Blog posts from Oikocredit UK
“In Africa, there is nothing as important as empowering a woman. When you empower a woman, it’s as if you are helping the whole country. The Kenyan Women Microfinance Bank has empowered me with many things: with education, with knowledge and with money.”-Grace Njoroge
What does an organic Fairtrade specialty coffee and social impact investing have to do with empowering some of the poorest women in the world?
In rural Minas Gerais, Brazil’s biggest coffee-growing state, women used to support their husbands on small family farms but had little involvement or say in the business or farming decisions. This changed forever in 2006, when Oikocredit investee partner, Coopfam (Cooperativa dos Agricultores Familiares de Poço Fundo e Região) - a smallholder coffee co-operative, started to focus on empowering women to play an equal role in producing the Arabica coffee that had been a part of their lives for decades.
According to UN estimates, the world population is expected to grow from about seven billion currently to more than nine billion by 2050. This means that farmers around the world are going to have to produce a lot more food, while limiting their impact on land, water and the global climate.
Oikocredit Agricultural Partner, Union communale des Producteurs d'Ananas d'Alladal, Benin, Africa (UPCA-A) Photograph: Nicolas Villaume
One in four of the world’s poorest people live in rural areas, often relying on a few staple crops to meet their daily needs and generate a small income. They are also more likely to be affected by climate change since many scientists believe it to be responsible for the unpredictable, extreme droughts and rains that destroy harvests and lives. Since these rural communities have limited access to finance and technical support to build their smallholdings and create greater resilience, they rarely attain the economic empowerment they need to break free from the poverty cycle.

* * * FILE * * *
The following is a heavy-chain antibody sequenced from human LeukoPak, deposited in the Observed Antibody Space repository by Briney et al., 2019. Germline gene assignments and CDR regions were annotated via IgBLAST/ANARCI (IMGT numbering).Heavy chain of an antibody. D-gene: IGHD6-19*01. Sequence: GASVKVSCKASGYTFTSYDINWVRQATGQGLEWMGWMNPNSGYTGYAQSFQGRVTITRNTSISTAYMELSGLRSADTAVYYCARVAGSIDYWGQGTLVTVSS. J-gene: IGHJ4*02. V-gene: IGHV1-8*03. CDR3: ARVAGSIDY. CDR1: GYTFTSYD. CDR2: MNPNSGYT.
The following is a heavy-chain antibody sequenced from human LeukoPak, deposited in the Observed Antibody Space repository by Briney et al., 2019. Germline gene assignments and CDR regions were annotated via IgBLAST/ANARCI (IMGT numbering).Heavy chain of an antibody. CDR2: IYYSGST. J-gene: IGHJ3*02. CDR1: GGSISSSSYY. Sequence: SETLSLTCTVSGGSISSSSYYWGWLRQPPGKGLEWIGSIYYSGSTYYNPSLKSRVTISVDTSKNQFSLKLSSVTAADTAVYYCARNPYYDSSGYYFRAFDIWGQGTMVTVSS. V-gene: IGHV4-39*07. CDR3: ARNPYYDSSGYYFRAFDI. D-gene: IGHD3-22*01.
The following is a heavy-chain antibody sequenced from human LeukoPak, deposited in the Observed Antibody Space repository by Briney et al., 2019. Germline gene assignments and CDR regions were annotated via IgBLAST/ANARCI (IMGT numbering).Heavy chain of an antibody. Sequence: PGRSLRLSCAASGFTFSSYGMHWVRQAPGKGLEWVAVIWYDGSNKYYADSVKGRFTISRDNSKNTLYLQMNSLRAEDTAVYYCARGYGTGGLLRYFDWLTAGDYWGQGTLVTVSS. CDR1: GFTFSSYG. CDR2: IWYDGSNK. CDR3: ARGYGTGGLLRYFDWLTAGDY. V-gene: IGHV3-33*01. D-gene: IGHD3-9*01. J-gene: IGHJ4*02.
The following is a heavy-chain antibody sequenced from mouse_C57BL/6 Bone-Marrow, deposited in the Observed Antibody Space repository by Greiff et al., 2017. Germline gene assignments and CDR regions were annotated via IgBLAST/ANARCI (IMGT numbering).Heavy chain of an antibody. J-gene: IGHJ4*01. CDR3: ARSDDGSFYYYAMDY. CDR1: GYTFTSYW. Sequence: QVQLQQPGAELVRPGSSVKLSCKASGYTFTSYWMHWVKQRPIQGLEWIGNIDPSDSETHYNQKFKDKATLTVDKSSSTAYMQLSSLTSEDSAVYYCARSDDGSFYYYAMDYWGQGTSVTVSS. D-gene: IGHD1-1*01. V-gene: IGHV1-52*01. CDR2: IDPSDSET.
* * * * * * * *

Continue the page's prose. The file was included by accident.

From desert land, to shop, to a jolly good cup of organic, herbal tea
Chamomile lawn, Egypt. Photography, SEKEM
Over the decades, much of the previously lush, fertile land surrounding the River Nile has been destroyed by urban expansion or overtaken by desert tundra. The small canals which feed into the Nile overflow with rubbish and sewage, damaging the local ecosystem and irrigation of small parcels of land used by smallholder farmers. For local communities who have lived off the land for centuries, this renders the environment unhealthy and the soil useless for generating subsistence crops or a modest income.